Hearing what Loy had to say hit hard. Let go.

On the way home from the show, there was this strange feeling. Blank but not empty. Content that the show went very well, pleased that we had a great audience, happy that my personal performance ended on a high, ready to wake up tomorrow and go on as usual.

I think I will stop here. No more shows unless absolutely necessary. It's time to focus on the next project: a group exhibit next month.

This does not mean I won't be sentimental, however. I'm wearing my TBT shirt to sleep tonight. I don't think I am the only one who will.

Monday, February 7, 2011

Just food

My boss's birthday cake, September 2010

Blackened fish, The Stock Market, BHS, October 2010

Soup, salad and quiche, The French Baker, Megamall, October 2010

Moussaka, Persia Grill, Ecoplaza, October 2010

Paella, Josephine's, Tagaytay, November 2010

Longganisa, hash browns, eggs and bread, Pancake House, Tagaytay, November 2010

Pizza and pasta, Chelsea Market, The Podium, January 2011

Sunday, February 6, 2011

A true story

There was once a high school girl who loved theater. Her class asked her to direct the class play, a musical based on one of Shakespeare's more famous works.

There was once a high school boy who fell in love with the girl. He was quiet and shy and had nothing to do with theater. But to win the girl's heart, he decided to change that. For the first time, he auditioned for a play in his school--the same play the girl was directing for her class. He won a part and invited the girl to watch. The girl, having no interest in the boy but wanting to make him feel better for his efforts, went to watch him onstage.

During the performance, the boy appeared onstage with a bouquet of flowers and stopped the scene by crossing over to the audience and handing the flowers to the girl. Although she considered what he did the sweetest thing anyone ever did for her--not just the gesture but going through weeks of rehearsal just so that she would see him--she never changed her mind about him. From then on, she hated flowers because they reminded her of the boy. She asked other boys not to give her flowers. But the girl and the boy remained friends and stayed in touch through the years.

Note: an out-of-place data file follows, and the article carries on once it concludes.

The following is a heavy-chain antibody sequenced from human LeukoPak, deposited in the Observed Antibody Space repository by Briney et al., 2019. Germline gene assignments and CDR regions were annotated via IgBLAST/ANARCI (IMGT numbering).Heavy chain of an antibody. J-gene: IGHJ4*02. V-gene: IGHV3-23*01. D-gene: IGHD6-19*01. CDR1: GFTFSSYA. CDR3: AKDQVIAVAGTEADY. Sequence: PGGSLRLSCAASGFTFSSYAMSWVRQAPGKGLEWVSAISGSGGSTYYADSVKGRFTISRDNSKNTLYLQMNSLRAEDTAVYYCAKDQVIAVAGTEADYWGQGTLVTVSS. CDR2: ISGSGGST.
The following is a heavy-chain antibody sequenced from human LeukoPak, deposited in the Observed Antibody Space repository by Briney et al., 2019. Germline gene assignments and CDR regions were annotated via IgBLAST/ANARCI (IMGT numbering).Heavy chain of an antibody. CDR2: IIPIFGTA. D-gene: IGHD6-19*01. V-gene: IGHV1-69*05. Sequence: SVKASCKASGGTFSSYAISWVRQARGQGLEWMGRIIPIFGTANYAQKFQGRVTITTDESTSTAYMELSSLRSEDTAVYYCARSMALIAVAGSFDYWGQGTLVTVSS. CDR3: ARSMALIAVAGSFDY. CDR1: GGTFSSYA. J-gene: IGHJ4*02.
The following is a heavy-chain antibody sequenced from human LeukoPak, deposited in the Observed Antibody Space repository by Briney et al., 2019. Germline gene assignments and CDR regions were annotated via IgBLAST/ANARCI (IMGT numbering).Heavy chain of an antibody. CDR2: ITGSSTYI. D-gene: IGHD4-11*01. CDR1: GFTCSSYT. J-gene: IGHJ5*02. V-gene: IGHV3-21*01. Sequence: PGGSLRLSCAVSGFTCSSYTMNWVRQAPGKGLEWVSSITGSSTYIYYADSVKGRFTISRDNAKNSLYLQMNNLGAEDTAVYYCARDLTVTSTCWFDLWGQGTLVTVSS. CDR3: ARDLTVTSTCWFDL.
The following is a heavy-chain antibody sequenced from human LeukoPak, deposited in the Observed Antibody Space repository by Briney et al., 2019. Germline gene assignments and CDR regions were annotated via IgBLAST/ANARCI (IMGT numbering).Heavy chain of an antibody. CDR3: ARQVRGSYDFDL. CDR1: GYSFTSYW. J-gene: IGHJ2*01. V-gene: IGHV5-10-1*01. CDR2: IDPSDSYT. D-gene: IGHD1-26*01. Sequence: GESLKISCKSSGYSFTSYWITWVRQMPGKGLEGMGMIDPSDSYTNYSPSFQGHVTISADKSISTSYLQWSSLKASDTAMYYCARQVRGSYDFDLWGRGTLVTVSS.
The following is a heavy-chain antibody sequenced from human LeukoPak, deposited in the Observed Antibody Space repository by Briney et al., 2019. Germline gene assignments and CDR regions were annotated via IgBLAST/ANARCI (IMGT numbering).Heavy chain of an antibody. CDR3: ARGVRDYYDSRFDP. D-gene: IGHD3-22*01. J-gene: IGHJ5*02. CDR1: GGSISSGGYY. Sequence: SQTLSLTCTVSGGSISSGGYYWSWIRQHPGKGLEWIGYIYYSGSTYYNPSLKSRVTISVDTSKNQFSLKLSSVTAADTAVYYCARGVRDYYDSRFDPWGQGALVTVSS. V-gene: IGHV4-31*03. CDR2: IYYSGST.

More than 10 years later, the girl missed theater and decided to audition for a play. She got a part and invited the boy to watch. The play was in his school, with the same theater group he performed with and in the same theater where he performed and gave her the flowers.

The boy had no interest in the girl anymore, but watched the play as a friend.

At curtain call, the girl received a bouquet. It was not from the boy, but that did not matter. It could have come from anyone, could have been bought by a friend, an admirer or a total stranger and the reaction of surprise would have been the same as that night more than a decage ago. But something had changed, perhaps because so much time had gone by. Holding the bouquet in her hands, the girl realized one thing: she did not hate flowers anymore.

[UPDATE: The girl told the boy about this post. He read this and sent the girl a long email that made her teary-eyed every time she read it.]